But honestly it's mostly practice practice and learning from each horrible social mistake while staying positive. Advice only goes so far.
     
    Last edited by a moderator: Apr 25, 2017
  4. May 27, 2010 #3

    lisab

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    Welcome to the forum, FredT, I hope you'll like it here :smile:.

    I bet many of us PFers have had similar problems when we were teens. I'm happy that at least you found some friends with whom you share common interests. But as far as branching out...well it may be tough until you get to college. There, two things happen: the kids who screwed off all through high school are (mostly) not there (they'll be working at Wal-Mart), and everyone who is there is a *lot* more mature than your average high school student. So in general, the pool of people you'll be rubbing shoulders with will be easier to socialize with.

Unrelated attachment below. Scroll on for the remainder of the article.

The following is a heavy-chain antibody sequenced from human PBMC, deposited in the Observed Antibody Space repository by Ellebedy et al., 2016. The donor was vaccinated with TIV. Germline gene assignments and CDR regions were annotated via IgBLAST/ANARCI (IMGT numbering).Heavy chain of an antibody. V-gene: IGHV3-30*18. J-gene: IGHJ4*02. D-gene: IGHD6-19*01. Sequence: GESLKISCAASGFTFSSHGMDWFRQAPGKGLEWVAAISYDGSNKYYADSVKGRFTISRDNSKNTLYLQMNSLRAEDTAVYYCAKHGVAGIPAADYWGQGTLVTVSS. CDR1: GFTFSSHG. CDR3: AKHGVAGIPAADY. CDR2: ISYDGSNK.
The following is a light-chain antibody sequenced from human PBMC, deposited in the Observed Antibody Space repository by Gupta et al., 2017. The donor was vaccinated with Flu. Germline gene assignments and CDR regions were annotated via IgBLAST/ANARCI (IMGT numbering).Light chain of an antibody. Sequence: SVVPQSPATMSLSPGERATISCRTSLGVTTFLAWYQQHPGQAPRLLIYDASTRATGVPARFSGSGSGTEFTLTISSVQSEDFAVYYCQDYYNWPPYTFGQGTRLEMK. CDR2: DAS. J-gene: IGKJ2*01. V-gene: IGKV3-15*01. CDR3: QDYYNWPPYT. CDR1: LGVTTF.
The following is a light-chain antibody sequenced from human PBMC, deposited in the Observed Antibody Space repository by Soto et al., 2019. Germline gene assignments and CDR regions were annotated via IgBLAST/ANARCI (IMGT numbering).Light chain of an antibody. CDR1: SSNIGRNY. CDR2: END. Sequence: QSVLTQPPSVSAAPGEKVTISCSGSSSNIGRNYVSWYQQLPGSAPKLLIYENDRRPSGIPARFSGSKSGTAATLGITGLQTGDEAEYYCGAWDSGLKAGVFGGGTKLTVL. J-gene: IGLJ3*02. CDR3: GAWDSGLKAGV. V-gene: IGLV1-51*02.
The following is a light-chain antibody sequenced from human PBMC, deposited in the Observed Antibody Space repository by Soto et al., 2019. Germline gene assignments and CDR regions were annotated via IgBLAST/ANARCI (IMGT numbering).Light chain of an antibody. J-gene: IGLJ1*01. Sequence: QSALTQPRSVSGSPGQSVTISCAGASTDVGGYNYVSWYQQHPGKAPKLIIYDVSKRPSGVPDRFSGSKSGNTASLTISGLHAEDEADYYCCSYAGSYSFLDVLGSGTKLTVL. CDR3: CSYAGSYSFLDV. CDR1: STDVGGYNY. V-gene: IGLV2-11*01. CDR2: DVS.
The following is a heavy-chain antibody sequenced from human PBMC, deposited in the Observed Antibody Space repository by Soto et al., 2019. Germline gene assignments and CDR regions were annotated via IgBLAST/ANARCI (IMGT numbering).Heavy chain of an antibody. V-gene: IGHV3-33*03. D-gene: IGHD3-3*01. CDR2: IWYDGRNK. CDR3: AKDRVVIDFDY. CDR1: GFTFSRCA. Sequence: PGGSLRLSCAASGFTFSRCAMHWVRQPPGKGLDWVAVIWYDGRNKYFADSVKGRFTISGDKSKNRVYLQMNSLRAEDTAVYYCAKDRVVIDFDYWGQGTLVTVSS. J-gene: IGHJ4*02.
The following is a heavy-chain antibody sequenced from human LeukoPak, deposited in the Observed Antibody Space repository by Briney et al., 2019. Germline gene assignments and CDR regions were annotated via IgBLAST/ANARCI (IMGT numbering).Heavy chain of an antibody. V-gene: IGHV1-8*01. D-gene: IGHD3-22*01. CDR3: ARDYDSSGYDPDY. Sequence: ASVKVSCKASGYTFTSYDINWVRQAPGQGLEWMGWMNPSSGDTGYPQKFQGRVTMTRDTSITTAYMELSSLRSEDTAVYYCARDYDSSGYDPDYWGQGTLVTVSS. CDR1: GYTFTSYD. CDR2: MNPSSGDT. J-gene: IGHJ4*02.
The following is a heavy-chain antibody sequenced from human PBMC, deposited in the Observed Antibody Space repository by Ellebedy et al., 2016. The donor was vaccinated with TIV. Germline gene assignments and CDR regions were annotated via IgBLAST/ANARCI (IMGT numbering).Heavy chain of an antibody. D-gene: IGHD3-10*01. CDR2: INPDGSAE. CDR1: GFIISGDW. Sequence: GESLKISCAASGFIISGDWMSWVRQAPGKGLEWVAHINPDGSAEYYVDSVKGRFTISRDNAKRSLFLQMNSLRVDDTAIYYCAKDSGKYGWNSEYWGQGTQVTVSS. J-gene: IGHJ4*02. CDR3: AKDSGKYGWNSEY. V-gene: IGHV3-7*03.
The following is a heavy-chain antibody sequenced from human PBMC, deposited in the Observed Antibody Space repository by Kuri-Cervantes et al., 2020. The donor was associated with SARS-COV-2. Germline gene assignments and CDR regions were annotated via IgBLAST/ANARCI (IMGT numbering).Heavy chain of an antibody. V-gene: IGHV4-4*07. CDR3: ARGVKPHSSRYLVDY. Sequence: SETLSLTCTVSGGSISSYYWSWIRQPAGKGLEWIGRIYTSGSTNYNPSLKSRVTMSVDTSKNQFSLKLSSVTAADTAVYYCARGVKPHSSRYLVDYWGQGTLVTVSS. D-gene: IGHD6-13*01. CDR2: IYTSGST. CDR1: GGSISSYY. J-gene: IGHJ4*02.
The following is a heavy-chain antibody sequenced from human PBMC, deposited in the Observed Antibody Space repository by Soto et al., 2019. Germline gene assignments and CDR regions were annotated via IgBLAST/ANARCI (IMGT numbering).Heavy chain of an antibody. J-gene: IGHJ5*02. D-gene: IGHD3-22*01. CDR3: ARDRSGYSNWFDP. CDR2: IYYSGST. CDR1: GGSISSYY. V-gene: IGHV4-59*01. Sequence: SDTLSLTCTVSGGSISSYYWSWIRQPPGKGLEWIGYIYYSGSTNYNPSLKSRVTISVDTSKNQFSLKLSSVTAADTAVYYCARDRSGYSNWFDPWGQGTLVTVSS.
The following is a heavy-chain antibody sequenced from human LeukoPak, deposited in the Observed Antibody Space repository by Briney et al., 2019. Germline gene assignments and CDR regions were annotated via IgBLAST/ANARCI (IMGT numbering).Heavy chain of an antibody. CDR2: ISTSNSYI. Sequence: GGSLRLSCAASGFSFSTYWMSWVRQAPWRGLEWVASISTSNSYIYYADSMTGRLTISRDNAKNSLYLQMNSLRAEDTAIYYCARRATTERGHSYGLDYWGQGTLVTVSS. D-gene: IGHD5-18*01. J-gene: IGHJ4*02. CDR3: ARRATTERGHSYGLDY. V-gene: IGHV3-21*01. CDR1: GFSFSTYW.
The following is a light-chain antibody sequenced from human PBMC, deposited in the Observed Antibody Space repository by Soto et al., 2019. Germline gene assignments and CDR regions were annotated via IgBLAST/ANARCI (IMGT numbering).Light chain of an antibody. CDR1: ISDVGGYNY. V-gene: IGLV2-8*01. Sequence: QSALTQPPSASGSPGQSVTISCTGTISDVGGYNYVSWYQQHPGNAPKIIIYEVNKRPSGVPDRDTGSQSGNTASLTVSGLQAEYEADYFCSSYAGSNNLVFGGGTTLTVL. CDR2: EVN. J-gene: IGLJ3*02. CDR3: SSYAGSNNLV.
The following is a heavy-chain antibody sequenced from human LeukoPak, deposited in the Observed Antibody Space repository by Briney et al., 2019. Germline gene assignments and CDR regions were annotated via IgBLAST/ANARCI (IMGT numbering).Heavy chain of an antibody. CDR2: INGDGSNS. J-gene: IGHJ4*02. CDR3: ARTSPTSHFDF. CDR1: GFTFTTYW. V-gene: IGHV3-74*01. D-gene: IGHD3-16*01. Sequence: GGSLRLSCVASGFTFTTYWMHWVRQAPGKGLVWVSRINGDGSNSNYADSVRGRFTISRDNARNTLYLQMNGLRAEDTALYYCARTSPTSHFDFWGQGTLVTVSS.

caljuice made some good points too. Would you have any interest in joining a club, for example, as a way to branch out?
     
  5. May 27, 2010 #4
    For me if I don't find people interesting I just don't speak to them. I think I've probably gone 2-3 days before without saying a word to anyone. One of the reasons I'm looking forward to University in the fall is meeting people who have something to talk about other than parties, drinking and cars.
     
  6. May 27, 2010 #5

    Moonbear

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    I haven't made any assumptions about your gender but it seems common on pf to assume people are male until confirmed otherwise. People used to think I was male when I started posting too.
     
  7. May 27, 2010 #6

    Moonbear

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    I seem to read one thread and reply to another. Getting used to the new crackberry.
     
  8. May 27, 2010 #7

    lisab

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    Easy on the crackberry, Moonie, don't OD :tongue2:!
     
  9. May 27, 2010 #8
    "How am I supposed to go from nerd to normal? Has anyone else had this problem? Does anyone have any advice?"